This is what makes people like Chuck Schumer, Nancy Pelosi, and Elizabeth Warren so contemptible.  The day after Politico published the draft, Schumer called on Congress to codify Roe v. Wade by writing the right to an abortion into law.  But it’s so much empty blather since (a) Democrats no longer have a majority in the Senate now that Joe Manchin and Kyrsten Sinema have effectively deserted to the other side; (b) even if they did have a majority, they’d never be able to override a Republican filibuster, and (c) even they did override a filibuster, the Supreme Court would strike any such law down in a flash on the grounds that it amounts to a clear-cut violation of states’ rights.  If the draft opinion is correct and a constitutional right of privacy does not exist, then there’s nothing to stop states from doing away with abortion and no constitutional basis for Congress to stop them.

Pelosi lost no time after the Politico story broke to send out a mass fund-raising email describing the upcoming midterms as “the most important election in terms of women’s rights in history.”  This was also nonsense. Even if Democratic win big in November – which they won’t – they’ll still be unable to do anything to stop a Supreme Court bent on turning the clock back to the 18th century.  They won’t be able to codify Roe for constitutional reasons, and they would be able to alter the court’s ideological balance either because Alito and Thomas, the two most senior conservatives, are both in their early 70s and therefore are likely to remain on the bench for at least another decade.  Pelosi either doesn’t know what she’s talking about or she’s just hustling for funds.

Besides, this is the same Nancy Pelosi wo not long ago sang an ode of joy to — get this! — “the beautiful, exquisite, brilliant genius of the Constitution,” the same Constitution that is now robbing women of a fundamental right.

Finally, there’s Elizabeth Warren.  “An extremist Supreme Court is poised to overturn Roe v. Wade and impose it’s far-right, unpopular views on the entire country,” she tweeted on May 2.  “It’s time for the millions who support the Constitution and abortion rights to stand up and make their voices heard.  We’re not going back – not ever.”  Brave words!  But you are going back, Liz, because the slaveholders’ Constitution is not the instrument of democracy you say it is.  Rather, it’s a blueprint for minority control that you’ve spent your entire career helping to enforce.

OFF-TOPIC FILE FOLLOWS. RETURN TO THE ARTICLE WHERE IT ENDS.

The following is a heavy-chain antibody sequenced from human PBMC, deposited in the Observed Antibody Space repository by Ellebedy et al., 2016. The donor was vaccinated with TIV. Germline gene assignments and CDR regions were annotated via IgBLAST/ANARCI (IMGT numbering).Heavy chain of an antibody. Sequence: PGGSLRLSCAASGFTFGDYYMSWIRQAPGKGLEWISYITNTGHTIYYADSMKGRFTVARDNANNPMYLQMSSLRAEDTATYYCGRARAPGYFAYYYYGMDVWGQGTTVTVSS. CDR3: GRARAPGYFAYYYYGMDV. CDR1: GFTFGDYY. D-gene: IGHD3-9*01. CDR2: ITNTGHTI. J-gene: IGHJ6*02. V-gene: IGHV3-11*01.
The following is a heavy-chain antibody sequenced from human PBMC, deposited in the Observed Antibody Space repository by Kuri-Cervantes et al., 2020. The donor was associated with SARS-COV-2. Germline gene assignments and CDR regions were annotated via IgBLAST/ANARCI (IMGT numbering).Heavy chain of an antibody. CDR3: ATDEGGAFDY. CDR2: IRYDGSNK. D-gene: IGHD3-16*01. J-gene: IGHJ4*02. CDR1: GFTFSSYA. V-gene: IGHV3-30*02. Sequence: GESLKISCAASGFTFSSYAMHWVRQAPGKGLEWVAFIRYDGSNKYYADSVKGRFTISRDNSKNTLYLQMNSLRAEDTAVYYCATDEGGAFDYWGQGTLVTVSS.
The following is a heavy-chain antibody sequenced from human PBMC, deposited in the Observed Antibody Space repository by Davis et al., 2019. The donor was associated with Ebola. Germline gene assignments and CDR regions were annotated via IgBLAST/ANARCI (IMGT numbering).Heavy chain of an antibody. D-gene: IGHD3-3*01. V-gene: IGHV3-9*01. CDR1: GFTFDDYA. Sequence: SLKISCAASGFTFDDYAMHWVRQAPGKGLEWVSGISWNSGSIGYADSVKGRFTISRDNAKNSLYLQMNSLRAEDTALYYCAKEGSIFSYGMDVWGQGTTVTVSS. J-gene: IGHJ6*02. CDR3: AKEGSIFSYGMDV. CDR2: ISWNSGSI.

Needless to say, small-d democrats – a category that most definitely does not include Pelosi, Schumer, and Warren – are outraged by the move to dump Roe.  But if they’re honest, they’ll also admit to being made uncomfortable by pro-privacy arguments of the sort that William O. Douglas made famous in Griswold v. Connecticut in 1965.  Yes, the Constitution should contain a right to privacy protecting not only abortion, but drugs, contraception, and sex work. But such a right does not exist in “penumbras and emanations” that only highly trained jurists can discern.  Rather, it should be in plain black and white for all to see.  In fact, just to make sure there’s no confusion, “we the people” should put up a big neon sign declaring: “The public has no legitimate interest in regulating activities that do not adversely affect public well-being.  Otherwise, individuals have a democratic right to do with their bodies what they will.”

Theoretically, the people could institutionalize such a right via the constitutional amending process set forth in Article V, except, of course, that the article makes it effectively impossible by giving untrammeled veto power to one-third-plus of either house or one-fourth-plus of the states.  This means that thirteen states representing as little as 4.4 percent of the population have an unqualified right to say no, not for a month or a week but forevermore.  Since 21 states have already shown where they stand by moving to restrict abortion, that particular escape hatch has been locked and bolted as well.

It’s yet another example of the minority dictatorship that Pelosi, Schumer, and Warren celebrate while making a great show of raging against the results.